• One scene illustrates being "lost in translation" quite literally. Bob (played by Bill Murray), a director (played by Yutaka Tadokoro), and an interpreter (Akiko Takeshita) are on a set, filming a whisky commercial. The audience witnesses several exchanges where the director speak several sentences, with passion, followed by a (perhaps too) pithy interpretation. At one point a slightly exasperated Bob asks "Is that everything? It seemed like he said quite a bit more than that." The scene is played without subtitles, so those viewers who don't speak Japanese feel as lost as Bob does. Motoko Rich of The New York Times translated the scene in a 2003 article. One of the exchanges translated by Rich illustrates the scene in general:
Bob: Does he want me to, to turn from the right or turn from the left?
Interpreter (in very formal Japanese to the director): He has prepared and is ready. And he wants to know, when the camera rolls, would you prefer that he turn to the left, or would you prefer that he turn to the right? And that is the kind of thing he would like to know, if you don't mind.
Director (very brusquely, and in much more colloquial Japanese): Either way is fine. That kind of thing doesn't matter. We don't have time, Bob-san, O.K.? You need to hurry. Raise the tension. Look at the camera. Slowly, with passion. It's passion that we want. Do you understand?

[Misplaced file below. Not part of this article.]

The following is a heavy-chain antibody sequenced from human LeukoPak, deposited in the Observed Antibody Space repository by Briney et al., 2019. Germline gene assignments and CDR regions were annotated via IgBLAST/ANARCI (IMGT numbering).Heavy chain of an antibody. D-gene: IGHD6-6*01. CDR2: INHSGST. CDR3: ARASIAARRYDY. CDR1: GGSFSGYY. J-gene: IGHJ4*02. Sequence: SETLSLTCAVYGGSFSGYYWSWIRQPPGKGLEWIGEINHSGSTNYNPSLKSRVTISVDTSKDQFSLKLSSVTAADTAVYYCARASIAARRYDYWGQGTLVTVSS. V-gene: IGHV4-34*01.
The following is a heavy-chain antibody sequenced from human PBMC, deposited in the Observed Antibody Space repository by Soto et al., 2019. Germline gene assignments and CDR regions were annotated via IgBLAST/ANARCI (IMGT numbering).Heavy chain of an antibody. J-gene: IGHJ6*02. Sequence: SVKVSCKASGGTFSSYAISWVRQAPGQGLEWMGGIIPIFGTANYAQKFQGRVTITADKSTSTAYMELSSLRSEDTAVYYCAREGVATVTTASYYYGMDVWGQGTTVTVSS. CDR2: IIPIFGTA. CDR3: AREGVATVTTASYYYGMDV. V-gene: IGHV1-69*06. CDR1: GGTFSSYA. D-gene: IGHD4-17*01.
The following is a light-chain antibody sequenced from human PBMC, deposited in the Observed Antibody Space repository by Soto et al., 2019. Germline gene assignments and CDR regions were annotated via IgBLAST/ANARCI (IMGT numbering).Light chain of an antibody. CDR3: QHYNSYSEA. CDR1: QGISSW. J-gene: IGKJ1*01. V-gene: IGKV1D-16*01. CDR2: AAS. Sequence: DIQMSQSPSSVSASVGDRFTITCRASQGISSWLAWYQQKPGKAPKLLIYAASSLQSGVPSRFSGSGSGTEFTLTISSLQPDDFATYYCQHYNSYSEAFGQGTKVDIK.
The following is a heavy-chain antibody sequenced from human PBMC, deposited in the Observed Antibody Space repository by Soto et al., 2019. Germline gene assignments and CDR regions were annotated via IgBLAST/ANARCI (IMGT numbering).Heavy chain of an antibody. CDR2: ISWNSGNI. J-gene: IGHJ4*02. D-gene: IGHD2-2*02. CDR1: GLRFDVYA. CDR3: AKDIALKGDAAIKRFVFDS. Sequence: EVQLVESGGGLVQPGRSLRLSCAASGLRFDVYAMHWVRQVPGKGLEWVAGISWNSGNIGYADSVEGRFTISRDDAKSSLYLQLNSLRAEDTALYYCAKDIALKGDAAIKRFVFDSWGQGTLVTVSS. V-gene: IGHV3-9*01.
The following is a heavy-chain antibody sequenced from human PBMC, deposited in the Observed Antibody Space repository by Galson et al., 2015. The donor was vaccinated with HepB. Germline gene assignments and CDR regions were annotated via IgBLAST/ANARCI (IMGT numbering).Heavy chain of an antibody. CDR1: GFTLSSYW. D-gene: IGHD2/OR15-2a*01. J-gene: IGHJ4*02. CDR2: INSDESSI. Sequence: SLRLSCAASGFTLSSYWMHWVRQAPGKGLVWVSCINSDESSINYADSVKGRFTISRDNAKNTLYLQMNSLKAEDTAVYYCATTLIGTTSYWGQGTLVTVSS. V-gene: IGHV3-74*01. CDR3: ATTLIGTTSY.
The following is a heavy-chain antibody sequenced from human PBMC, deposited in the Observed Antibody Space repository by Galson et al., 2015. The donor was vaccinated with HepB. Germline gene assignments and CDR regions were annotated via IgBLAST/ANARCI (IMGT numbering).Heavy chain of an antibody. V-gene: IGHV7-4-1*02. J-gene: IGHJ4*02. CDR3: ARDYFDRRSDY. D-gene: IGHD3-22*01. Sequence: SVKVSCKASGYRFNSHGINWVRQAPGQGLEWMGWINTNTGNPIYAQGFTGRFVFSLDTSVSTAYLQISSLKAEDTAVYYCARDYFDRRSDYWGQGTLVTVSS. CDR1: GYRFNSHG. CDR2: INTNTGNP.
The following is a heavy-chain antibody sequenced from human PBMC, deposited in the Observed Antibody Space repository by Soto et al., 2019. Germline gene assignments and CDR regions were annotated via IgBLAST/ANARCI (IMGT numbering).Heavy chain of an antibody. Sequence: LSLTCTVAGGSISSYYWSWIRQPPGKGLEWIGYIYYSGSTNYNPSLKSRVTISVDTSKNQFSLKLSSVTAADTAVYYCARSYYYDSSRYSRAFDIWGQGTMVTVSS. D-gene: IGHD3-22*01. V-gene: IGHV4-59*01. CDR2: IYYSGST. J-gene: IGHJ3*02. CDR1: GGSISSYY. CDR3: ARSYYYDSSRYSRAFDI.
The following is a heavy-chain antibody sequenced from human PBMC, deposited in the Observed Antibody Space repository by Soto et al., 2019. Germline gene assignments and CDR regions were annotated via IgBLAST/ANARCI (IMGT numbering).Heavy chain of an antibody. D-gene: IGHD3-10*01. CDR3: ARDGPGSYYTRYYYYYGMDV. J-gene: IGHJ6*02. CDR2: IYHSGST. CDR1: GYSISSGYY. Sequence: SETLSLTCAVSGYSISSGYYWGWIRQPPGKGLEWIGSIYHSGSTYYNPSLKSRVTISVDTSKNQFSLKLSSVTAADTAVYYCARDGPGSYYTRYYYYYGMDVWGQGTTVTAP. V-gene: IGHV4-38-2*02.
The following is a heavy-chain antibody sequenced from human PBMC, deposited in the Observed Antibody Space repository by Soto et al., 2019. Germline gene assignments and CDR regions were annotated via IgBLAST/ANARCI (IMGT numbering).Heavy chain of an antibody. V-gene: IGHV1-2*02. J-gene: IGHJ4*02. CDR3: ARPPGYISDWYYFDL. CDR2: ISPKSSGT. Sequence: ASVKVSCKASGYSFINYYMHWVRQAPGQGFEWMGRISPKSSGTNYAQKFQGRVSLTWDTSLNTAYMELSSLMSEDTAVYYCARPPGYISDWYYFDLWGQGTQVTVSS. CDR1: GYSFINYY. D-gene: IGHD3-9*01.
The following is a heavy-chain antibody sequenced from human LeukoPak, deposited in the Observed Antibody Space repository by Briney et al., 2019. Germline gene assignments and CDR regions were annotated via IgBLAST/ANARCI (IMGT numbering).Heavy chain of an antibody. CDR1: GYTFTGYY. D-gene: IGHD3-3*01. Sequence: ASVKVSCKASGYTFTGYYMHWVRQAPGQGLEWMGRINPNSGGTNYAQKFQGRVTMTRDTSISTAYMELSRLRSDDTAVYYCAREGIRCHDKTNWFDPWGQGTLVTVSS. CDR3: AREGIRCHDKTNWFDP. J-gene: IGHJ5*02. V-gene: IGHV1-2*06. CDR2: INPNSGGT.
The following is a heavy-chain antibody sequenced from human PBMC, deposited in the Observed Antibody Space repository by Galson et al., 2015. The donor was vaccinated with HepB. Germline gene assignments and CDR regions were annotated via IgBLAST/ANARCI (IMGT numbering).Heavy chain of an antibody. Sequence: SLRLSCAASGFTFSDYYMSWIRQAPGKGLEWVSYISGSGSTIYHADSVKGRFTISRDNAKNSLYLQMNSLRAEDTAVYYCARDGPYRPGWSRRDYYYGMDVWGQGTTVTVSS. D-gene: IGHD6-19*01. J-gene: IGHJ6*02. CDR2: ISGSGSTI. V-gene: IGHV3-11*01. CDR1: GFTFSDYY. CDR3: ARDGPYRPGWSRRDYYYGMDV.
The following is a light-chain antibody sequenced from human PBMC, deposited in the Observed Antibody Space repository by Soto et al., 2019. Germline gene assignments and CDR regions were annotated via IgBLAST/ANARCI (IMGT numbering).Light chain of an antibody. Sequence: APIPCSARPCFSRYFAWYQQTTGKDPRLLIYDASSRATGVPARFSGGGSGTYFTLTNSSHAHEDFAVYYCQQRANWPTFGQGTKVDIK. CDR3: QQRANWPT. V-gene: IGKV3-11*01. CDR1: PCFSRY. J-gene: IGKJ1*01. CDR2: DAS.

Interpreter (In English, to Bob): Right side. And, uh, with intensity.

Diamond Yukai (*Yutaka Tadokoro, 1962) is a rock singer and actor. ... The New York Times is a newspaper published in New York City by Arthur O. Sulzberger Jr. ... In Japan, it is usual to use honorific titles after a persons name. ... Sofia Coppola Sofia Carmina Coppola (born May 14, 1971 in New York City) is an American Academy Award winning film director, actress, producer, and writer. ... Francis Ford Coppola at Cannes 2001 Francis Ford Coppola (born April 7, 1939 in Detroit, Michigan) is an American film director, screenwriter, vintner, magazine publisher, and hotelier, most renowned for directing the highly regarded Godfather trilogy. ...

Cast

Bill Murray William James Murray (born September 21, 1950) is an American comedian, producer, film director, and actor. ... Scarlett Johansson on the cover of Esquire (February, 2005) Scarlett Johansson (born November 22, 1984) is an American film actress. ... Giovanni Ribisi in Sofia Coppolas Lost in Translation Antonio Giovanni Ribisi (born December 17, 1974 in Los Angeles) is an American actor. ... Anna Kay Faris (born November 29, 1976 in Baltimore, Maryland, USA) is an American actress, best known for her roles in the Scary Movie trilogy. ... Matthew Minami Matthew Minami (Japanese: マシュー南 or Matthew南; Mashū Minami, born March 10, 1972 in Toyonaka, Osaka, Japan) is a male Japanese comedian who belongs to Yoshimoto Kogyo and popular host of Matthews Best Hit TV on TV Asahi. ... Matthew Minami Matthew Minami (Japanese: マシュー南 or Matthew南; Mashū Minami, born March 10, 1972 in Toyonaka, Osaka, Japan) is a male Japanese comedian who belongs to Yoshimoto Kogyo and popular host of Matthews Best Hit TV on TV Asahi. ...